In 2016, foreign direct investment in the U.S. was $391 billion, 70 percent of which went to manufacturing. That investment inflow was $192 billion more than outflow of U.S. capital.
“With the cost of labor no longer a significant advantage, it makes little sense to manufacture components in Southeast Asia, assemble them in China, and then ship them to the rest of the world, when the same item can either be manufactured by robots or printed where it will be used,” he said.
The U.S. lost some eight million manufacturing jobs from 1998 to 2009, but regained only about a million of them through 2015, Shultz said. Collaborative robots will “assist human workers, and thus dramatically increase human productivity,” in the future, he added. Retraining older workers and educating new ones with future-needed skills will be a new government challenge.
Shultz said these new technologies “will inevitably change warfare, too.”
He predicted “nano-explosives four to 10 times the power of TNT” would be carried on inexpensive drones “producing a revolution of small, smart and cheap weapons that will redefine the battlefield.”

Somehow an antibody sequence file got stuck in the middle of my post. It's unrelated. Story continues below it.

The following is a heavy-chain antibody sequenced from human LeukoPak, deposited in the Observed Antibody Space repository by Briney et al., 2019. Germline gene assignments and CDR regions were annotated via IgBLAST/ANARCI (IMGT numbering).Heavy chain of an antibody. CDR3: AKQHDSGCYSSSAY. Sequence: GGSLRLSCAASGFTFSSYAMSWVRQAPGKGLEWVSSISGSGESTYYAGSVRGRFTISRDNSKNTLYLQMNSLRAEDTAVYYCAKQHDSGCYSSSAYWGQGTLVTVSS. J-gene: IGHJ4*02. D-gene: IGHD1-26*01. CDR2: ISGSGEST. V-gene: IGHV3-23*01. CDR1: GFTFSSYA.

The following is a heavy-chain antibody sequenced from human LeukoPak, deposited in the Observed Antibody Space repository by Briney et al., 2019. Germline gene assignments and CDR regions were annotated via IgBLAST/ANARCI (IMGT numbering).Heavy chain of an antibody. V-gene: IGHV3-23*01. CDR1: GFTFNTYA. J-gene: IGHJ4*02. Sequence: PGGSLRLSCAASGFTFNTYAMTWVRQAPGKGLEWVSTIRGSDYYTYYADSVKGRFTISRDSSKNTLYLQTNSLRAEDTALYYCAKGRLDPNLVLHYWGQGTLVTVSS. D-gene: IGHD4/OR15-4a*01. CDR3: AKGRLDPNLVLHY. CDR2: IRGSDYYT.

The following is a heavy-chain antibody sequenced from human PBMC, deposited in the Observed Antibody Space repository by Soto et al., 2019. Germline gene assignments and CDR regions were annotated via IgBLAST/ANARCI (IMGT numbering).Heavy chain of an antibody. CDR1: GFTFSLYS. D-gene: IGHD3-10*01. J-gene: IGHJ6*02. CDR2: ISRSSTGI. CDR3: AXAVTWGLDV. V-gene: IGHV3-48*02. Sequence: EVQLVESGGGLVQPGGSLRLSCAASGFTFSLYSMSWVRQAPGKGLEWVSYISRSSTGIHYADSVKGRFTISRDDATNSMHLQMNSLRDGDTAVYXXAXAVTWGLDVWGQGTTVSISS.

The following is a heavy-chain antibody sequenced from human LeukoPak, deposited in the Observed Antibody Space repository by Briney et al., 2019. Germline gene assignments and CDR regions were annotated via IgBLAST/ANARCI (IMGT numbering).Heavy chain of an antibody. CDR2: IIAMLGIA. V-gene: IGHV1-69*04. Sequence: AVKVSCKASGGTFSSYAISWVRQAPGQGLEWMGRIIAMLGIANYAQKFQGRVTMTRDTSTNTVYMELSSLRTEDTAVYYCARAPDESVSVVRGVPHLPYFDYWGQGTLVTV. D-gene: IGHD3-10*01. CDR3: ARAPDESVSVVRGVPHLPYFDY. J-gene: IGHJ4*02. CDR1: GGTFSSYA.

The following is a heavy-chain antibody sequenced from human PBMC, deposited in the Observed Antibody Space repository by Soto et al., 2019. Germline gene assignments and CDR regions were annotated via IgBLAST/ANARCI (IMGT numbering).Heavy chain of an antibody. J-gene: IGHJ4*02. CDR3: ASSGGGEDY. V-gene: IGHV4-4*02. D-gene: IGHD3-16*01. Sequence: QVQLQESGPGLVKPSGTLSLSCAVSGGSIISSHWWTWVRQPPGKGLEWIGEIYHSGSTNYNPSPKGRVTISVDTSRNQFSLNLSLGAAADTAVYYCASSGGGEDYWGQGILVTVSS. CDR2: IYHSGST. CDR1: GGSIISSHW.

Shultz criticized the Trump National Security Strategy because it “doesn’t adequately address the fact of the huge change that’s taking place in de-globalization and in the new kind of weaponry that’s coming about and what the implication of that are.”
On North Korea, Kissinger said he supported denuclearization of the Korean peninsula, the objective of the Clinton, Obama and Trump administrations.
He agreed with six-power negotiations to reach that goal, but raised doubts about war with North Korea. “A war at the border of China and Russia without some agreement with them,” Kissinger said, ‘that is a big decision.”
He also put it in the larger context of nonproliferation in general.
“I think the denuclearization of North Korea, which is not a direct, overwhelming threat to us, is important for the evolution of the international strategy with respect to nonproliferation,” Kissinger said, since he believes if Pyongyang were left with such weapons, South Korea and Japan would want their own and the problem of Iran was “just down the road.”
There are wise men and women outside the administration who have ideas worth considering when it comes to national security issues. Too bad that last Thursday’s Armed Services hearing did not get a wider audience.
Fine Print columnist Walter Pincus is going on leave to finish a book on nuclear weapons. He may during this time write occasional articles for The Cipher Brief.